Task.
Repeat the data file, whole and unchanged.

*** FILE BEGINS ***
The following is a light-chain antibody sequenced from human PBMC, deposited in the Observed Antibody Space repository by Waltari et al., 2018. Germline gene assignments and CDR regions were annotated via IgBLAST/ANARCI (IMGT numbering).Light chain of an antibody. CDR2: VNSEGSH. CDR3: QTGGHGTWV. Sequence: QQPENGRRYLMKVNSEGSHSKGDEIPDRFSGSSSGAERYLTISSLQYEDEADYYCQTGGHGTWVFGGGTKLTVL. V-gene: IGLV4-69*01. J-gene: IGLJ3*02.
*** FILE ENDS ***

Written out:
The following is a light-chain antibody sequenced from human PBMC, deposited in the Observed Antibody Space repository by Waltari et al., 2018. Germline gene assignments and CDR regions were annotated via IgBLAST/ANARCI (IMGT numbering).Light chain of an antibody. CDR2: VNSEGSH. CDR3: QTGGHGTWV. Sequence: QQPENGRRYLMKVNSEGSHSKGDEIPDRFSGSSSGAERYLTISSLQYEDEADYYCQTGGHGTWVFGGGTKLTVL. V-gene: IGLV4-69*01. J-gene: IGLJ3*02.